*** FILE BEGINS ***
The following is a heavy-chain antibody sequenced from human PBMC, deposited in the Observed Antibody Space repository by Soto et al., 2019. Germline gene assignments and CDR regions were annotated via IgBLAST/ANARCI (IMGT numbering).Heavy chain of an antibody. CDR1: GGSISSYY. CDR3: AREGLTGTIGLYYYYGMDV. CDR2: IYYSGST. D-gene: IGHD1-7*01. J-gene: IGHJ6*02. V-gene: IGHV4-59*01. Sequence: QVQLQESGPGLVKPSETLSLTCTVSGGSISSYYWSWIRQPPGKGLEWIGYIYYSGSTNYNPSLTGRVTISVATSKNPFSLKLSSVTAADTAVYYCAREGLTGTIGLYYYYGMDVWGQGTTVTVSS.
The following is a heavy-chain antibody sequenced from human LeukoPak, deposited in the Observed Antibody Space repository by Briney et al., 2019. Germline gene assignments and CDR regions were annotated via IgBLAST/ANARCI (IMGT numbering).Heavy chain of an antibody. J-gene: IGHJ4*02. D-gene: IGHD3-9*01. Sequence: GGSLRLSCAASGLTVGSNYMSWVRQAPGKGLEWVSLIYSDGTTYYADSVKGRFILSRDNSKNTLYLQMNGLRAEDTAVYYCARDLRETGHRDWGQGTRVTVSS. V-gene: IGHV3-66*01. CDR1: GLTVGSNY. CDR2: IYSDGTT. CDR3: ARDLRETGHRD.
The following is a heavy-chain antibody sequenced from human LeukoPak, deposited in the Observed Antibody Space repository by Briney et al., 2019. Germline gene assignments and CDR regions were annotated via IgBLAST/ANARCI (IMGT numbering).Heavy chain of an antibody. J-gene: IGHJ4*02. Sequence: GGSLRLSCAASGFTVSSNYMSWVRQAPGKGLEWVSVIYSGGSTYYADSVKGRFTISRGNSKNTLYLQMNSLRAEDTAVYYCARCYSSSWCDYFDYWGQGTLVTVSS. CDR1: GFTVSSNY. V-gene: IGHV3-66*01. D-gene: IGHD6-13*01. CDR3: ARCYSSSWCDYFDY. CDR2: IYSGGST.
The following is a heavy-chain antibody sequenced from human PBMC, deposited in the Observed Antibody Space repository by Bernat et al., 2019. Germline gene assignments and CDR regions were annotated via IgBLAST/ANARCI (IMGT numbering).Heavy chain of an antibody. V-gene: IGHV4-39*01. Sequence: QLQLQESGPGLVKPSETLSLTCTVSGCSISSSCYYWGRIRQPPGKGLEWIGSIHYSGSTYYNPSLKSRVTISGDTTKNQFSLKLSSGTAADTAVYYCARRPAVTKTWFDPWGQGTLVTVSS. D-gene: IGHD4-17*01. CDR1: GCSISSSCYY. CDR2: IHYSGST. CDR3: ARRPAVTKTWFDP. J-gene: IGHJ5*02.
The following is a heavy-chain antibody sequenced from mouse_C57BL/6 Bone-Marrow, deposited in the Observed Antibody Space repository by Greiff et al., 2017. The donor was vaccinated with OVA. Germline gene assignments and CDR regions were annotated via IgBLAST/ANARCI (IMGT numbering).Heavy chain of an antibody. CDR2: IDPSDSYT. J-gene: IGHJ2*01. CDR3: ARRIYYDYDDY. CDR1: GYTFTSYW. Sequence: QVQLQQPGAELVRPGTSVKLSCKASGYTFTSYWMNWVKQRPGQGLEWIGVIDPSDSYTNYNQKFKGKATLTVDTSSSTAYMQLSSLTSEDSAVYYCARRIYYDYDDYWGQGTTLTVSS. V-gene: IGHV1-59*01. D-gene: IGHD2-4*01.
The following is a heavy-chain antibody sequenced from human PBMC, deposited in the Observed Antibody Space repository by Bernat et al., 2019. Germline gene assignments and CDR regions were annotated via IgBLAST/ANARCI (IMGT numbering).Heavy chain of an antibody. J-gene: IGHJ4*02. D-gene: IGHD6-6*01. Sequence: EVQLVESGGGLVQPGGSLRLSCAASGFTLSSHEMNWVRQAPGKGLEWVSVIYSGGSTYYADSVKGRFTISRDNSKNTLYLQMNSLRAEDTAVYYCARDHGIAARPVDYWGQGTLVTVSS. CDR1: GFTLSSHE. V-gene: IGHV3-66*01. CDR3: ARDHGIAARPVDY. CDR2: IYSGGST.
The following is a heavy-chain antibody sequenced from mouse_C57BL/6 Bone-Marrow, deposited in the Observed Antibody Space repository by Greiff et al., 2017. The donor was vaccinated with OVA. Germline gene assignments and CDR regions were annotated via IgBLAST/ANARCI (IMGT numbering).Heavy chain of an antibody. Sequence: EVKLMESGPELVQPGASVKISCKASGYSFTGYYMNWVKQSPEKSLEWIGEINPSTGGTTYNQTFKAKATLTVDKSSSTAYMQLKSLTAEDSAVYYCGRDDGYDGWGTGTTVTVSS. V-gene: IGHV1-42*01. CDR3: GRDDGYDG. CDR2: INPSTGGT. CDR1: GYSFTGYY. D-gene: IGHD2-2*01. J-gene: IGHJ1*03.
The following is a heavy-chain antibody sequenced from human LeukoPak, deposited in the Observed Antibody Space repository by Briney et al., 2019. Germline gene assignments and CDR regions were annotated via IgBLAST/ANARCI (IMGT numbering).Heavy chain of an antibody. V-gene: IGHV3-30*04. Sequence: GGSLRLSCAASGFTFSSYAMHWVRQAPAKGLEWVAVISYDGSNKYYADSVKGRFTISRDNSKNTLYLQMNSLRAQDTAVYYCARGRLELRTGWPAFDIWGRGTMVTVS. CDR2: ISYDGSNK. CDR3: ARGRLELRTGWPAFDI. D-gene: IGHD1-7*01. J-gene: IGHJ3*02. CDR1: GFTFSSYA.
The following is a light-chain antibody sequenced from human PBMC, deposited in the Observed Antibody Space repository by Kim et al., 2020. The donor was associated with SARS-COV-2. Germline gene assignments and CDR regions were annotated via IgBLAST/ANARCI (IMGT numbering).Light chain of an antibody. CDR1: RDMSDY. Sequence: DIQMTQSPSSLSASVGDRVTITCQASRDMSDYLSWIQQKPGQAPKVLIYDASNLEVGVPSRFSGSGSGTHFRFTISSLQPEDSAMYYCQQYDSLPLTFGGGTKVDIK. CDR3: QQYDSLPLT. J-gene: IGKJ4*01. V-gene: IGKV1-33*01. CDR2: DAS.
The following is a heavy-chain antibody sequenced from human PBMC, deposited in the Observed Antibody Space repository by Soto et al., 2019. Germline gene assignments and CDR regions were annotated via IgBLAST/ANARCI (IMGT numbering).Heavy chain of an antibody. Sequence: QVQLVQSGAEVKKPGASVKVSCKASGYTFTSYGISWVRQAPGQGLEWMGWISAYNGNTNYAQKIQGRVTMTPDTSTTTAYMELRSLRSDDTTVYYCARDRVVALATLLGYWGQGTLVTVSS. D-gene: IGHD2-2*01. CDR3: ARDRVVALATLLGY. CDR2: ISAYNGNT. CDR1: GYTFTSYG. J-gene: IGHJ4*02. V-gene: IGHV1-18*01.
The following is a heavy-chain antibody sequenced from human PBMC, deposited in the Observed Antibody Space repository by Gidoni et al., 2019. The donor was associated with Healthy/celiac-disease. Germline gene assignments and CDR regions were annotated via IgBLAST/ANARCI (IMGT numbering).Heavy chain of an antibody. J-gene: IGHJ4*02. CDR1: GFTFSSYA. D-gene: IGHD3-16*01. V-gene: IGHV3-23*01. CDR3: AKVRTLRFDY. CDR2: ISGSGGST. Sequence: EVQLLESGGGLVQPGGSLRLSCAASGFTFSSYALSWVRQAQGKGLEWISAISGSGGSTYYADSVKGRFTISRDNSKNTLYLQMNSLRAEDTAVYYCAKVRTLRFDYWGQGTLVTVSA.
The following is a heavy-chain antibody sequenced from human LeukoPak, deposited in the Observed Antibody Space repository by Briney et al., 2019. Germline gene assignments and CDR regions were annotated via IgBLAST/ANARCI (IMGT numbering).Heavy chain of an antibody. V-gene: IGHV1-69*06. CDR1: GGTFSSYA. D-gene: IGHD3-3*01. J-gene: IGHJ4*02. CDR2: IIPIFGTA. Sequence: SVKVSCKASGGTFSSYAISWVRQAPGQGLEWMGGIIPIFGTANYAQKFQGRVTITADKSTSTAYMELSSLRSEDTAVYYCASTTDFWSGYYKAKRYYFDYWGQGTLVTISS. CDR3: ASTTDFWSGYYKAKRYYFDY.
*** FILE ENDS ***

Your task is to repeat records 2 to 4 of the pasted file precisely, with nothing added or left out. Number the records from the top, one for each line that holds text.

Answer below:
The following is a heavy-chain antibody sequenced from human LeukoPak, deposited in the Observed Antibody Space repository by Briney et al., 2019. Germline gene assignments and CDR regions were annotated via IgBLAST/ANARCI (IMGT numbering).Heavy chain of an antibody. J-gene: IGHJ4*02. D-gene: IGHD3-9*01. Sequence: GGSLRLSCAASGLTVGSNYMSWVRQAPGKGLEWVSLIYSDGTTYYADSVKGRFILSRDNSKNTLYLQMNGLRAEDTAVYYCARDLRETGHRDWGQGTRVTVSS. V-gene: IGHV3-66*01. CDR1: GLTVGSNY. CDR2: IYSDGTT. CDR3: ARDLRETGHRD.
The following is a heavy-chain antibody sequenced from human LeukoPak, deposited in the Observed Antibody Space repository by Briney et al., 2019. Germline gene assignments and CDR regions were annotated via IgBLAST/ANARCI (IMGT numbering).Heavy chain of an antibody. J-gene: IGHJ4*02. Sequence: GGSLRLSCAASGFTVSSNYMSWVRQAPGKGLEWVSVIYSGGSTYYADSVKGRFTISRGNSKNTLYLQMNSLRAEDTAVYYCARCYSSSWCDYFDYWGQGTLVTVSS. CDR1: GFTVSSNY. V-gene: IGHV3-66*01. D-gene: IGHD6-13*01. CDR3: ARCYSSSWCDYFDY. CDR2: IYSGGST.
The following is a heavy-chain antibody sequenced from human PBMC, deposited in the Observed Antibody Space repository by Bernat et al., 2019. Germline gene assignments and CDR regions were annotated via IgBLAST/ANARCI (IMGT numbering).Heavy chain of an antibody. V-gene: IGHV4-39*01. Sequence: QLQLQESGPGLVKPSETLSLTCTVSGCSISSSCYYWGRIRQPPGKGLEWIGSIHYSGSTYYNPSLKSRVTISGDTTKNQFSLKLSSGTAADTAVYYCARRPAVTKTWFDPWGQGTLVTVSS. D-gene: IGHD4-17*01. CDR1: GCSISSSCYY. CDR2: IHYSGST. CDR3: ARRPAVTKTWFDP. J-gene: IGHJ5*02.